Australia is in the middle of a colour war, but it has nothing to do with race. The rainbow has been making its appearance on city flagpoles and Facebook walls, signalling that the same-sex marriage debate has well and truly begun.
After a year of heated political debate, the Australian prime minister, Malcolm Turnbull, announced on August 8 the federal government’s decision to hold a voluntary postal plebiscite, fulfilling an election promise that will allow Australians to have their say on whether the Marriage Act (2004) should be amended to enable same-sex couples to get married.
In the lead-up, Australians are being asked to line up: Yes or No.
The Yes campaign, spearheaded by Australian Marriage Equality, has a strong array of supporters. This includes a network of more than 1,500 businesses; local government (Sydney, Melbourne and Canberra have each spent taxpayers’ money on the Yes campaign); professional bodies (the Australian Medical Association and the NSW Law Society controversially released statements of support without the consent of their members); and even Catholic institutions, notably the Edmund Rice Centre and two prestigious Jesuit schools, St Ignatius (Sydney) and Xavier College (Melbourne).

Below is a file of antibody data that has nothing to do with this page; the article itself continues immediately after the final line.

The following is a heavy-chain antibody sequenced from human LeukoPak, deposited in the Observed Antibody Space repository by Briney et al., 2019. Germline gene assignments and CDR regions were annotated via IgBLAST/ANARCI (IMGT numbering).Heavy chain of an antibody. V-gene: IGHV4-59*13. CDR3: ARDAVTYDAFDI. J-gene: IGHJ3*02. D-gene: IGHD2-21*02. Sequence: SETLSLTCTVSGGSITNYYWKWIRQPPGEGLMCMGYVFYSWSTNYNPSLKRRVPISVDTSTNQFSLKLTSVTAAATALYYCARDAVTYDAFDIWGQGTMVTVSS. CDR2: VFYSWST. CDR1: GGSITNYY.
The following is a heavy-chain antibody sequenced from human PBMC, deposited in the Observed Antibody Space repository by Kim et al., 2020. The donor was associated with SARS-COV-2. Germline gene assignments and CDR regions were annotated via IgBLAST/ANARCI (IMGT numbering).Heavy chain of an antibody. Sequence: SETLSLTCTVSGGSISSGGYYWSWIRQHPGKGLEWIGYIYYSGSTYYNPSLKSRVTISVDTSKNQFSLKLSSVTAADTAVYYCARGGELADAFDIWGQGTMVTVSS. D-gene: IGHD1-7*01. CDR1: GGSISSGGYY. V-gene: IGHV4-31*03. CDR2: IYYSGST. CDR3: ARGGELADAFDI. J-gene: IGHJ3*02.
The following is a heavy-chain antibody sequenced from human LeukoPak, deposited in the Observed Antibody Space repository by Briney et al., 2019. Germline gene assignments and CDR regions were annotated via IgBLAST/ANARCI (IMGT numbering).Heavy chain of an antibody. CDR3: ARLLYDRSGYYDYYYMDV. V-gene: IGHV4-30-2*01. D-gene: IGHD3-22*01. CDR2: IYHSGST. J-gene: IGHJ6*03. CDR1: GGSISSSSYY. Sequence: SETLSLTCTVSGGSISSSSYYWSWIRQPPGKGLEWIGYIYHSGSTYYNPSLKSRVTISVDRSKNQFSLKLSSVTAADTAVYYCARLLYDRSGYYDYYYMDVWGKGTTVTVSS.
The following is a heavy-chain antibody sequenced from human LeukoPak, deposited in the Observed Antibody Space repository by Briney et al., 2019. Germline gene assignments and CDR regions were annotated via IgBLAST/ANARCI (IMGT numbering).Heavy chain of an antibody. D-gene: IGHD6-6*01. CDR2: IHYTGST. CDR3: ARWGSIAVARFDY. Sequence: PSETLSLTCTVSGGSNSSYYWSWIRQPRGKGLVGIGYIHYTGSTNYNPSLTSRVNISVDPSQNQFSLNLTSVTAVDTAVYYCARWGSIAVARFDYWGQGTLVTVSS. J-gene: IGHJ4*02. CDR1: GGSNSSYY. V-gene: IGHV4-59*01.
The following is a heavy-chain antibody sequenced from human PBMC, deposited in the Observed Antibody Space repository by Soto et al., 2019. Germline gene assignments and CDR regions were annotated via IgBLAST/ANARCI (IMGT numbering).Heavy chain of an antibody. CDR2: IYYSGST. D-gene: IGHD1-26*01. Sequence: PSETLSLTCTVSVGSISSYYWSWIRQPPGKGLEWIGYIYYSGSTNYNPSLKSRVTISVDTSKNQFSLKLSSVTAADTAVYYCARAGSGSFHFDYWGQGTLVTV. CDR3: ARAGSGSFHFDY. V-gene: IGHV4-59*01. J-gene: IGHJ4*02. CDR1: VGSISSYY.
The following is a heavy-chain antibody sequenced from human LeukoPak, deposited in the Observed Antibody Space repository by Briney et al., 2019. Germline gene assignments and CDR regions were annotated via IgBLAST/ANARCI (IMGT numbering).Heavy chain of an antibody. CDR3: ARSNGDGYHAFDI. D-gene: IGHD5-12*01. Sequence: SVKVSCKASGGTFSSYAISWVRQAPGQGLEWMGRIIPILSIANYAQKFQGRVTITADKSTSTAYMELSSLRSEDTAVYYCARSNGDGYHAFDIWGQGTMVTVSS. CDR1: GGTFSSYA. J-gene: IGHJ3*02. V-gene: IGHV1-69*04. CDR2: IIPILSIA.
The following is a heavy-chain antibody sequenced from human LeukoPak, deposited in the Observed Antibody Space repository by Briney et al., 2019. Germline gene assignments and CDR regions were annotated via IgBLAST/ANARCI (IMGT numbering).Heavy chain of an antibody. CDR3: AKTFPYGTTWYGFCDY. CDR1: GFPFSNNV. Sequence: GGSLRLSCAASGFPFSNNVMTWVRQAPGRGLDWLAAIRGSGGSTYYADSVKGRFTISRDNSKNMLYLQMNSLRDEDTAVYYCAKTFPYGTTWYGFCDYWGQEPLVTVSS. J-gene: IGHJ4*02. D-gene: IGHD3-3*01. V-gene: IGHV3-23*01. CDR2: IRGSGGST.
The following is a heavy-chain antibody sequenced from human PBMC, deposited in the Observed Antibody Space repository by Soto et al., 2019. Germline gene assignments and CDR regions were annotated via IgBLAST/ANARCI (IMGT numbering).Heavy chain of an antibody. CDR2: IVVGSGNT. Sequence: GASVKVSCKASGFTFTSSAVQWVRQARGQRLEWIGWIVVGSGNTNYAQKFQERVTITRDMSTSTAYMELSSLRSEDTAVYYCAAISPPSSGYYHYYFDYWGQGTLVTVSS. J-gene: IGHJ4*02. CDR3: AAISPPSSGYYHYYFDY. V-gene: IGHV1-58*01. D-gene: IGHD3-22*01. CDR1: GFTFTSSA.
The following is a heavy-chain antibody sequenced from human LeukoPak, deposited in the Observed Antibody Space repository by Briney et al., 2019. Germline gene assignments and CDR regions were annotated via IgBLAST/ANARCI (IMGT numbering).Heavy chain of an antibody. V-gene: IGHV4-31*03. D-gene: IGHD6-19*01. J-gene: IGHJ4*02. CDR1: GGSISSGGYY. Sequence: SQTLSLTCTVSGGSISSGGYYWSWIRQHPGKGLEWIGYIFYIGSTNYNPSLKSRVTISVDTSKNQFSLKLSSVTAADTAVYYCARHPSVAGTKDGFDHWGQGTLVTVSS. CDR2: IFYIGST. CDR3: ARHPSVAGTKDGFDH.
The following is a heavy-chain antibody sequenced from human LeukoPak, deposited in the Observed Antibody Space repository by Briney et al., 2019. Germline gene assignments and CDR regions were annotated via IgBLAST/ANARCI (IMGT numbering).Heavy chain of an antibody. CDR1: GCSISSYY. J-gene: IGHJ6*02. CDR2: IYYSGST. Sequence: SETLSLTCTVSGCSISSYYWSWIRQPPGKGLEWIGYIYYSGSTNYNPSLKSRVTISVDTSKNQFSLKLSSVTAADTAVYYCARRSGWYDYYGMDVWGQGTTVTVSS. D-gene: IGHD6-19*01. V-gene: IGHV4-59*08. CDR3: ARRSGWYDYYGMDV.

The biggest allies are the mainstream media which, despite internal memos reminding journalists to remain objective, have had trouble doing so.
Last week the Australian media giant Fairfax ran a front-page graphic of a Catholic priest’s Roman collar bleeding from white to rainbow. It ran across the Sydney Morning Herald and Melbourne’s The Age. But the gold star of reporting bias goes to Channel Ten, which last month admitted to doctoring an image to vilify the No campaign. A spokesperson for the network said that it was an “oversight in briefing”, and no formal apology was issued.
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